• Not least of these are the facts that Hh-Nu efficiently activates the pathway by abrogating Ptc activity and that lipid modification has no significant effect on the in vitro binding affinity of Hh for Ptc. Moreover, Hh-Nu appears to be endocytosed with Ptc in responding cells (Burke, 1999), all of which raises questions about the basis of Hh sequestration. Remarkably, whereas recent studies in chick embryos suggest that Ptc1 has a similar role in sequestering Shh in the vertebrate neural tube (Briscoe et al. 2001), in vivo analysis of an unmodified form of Shh-N (Shh-Nu) reveals a quite different effect of cholesterol modification on its behavior (Lewis et al. 2001). In this case, absence of the cholesterol moiety severely limits the range of the Shh-Nu protein. Therefore, although it retains activity comparable to that of the wild-type protein at short range (as assayed by its ability to promote normal hair, whisker, tooth, and lung development and to promote the specification of the most posterior digits in the hand and foot plates), it fails to spread across the developing limb bud, leading to a contraction in the expression domains of target genes and an accompanying loss of intermediate digits (Lewis et al. 2001). These findings point, instead, to a requirement for cholesterol modification for the efficient movement of Shh-N through the limb mesenchyme, a requirement that seems at odds with the properties of the Hh-Nu form in Drosophila. It is possible that this disparity may reflect a difference in the experimental conditions under which the unmodified forms of the respective proteins have been assayed, or in the cellular milieu in which the endogenous forms normally operate (Lewis et al. 2001), but it is also notable that in vertebrates, Hh proteins are subject to an additional restraining influence, namely, that imposed by Hip1 (Chuang and McMahon 1999), an Hh-binding protein that has no counterpart in Drosophila. Like Ptc, expression of Hip1 is up-regulated in response to Hh signaling (Chuang and McMahon 1999), but unlike Ptc, there is no evidence that it acts by directly regulating Smo. Therefore, Hip1 adds a second layer of control to the Hh negative feedback mechanism, a layer that is exclusive to vertebrates. One scenario that could reconcile the immunity of Drosophila Hh-Nu to Ptc sequestration with the attenuated range of Shh-Nu in the mouse would be if Shh-Nu were to bind Hip with equal or greater affinity than its cholesterol-coupled counterpart. In this case, Shh-Nu would still be capable of antagonizing Ptc at short range, but would not be free to move beyond cells immediately adjacent to its source. But how might cholesterol coupling allow Shh-Np to override Hip sequestration? In Drosophila, movement of the cholesterol-modified form of Hh-Np depends critically on the activity of tout velou (ttv) (see Fig. 7; Bellaiche et al. 1998), a homolog of the human EXT genes that were identified through their association with the bone disorder multiple exostoses (Stickens et al. 1996). These genes encode GAG transferases (Lind et al. 1998), implying that TTV (and its vertebrate homologs) generates a proteoglycan that mediates the transfer of Hh-Np between cells (Bellaiche et al.1998; Thé et al. 1999). That the activity of TTV is required in Hh-receiving cells even in the absence of Ptc (Bellaiche et al. 1998) implies that the hypothetical proteoglycan may interact directly with Hh-Np and possibly present it to Ptc, a process similar to that proposed above for Hip. If both the proteoglycan and Hip compete for Hh-Np binding and if cholesterol coupling is obligate for interaction with the former, then it is easy to envisage how in vertebrates, the absence of cholesterol from Shh-Nu would block its movement and lead to its sequestration by Hip. In Drosophila, in contrast, where there is no Hip1 to bind unsequestered Hh-Nu, the latter might remain free simply to diffuse away from its source, abrogating Ptc activity in its wake. Investigating the properties of Shh-Nu in a Hip mutant background should therefore help to resolve this issue. [Ingham, 2001]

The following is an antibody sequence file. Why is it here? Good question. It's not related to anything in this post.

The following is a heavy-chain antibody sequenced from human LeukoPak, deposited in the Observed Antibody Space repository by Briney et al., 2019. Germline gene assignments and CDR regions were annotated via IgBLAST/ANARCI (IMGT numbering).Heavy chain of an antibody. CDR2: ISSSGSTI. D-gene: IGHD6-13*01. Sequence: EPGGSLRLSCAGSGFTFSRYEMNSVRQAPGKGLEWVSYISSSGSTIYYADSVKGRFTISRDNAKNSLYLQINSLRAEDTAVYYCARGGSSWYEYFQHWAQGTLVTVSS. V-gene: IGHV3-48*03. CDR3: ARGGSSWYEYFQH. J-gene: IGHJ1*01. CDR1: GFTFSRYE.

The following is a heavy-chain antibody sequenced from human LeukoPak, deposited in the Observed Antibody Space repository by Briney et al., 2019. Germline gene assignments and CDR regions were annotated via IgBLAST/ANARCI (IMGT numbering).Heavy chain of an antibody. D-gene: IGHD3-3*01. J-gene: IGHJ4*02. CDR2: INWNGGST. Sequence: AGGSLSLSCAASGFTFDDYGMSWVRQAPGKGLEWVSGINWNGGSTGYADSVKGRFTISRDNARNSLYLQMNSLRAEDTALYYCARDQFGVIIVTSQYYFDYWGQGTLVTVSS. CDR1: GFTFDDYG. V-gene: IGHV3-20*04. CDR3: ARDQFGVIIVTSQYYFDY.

Related to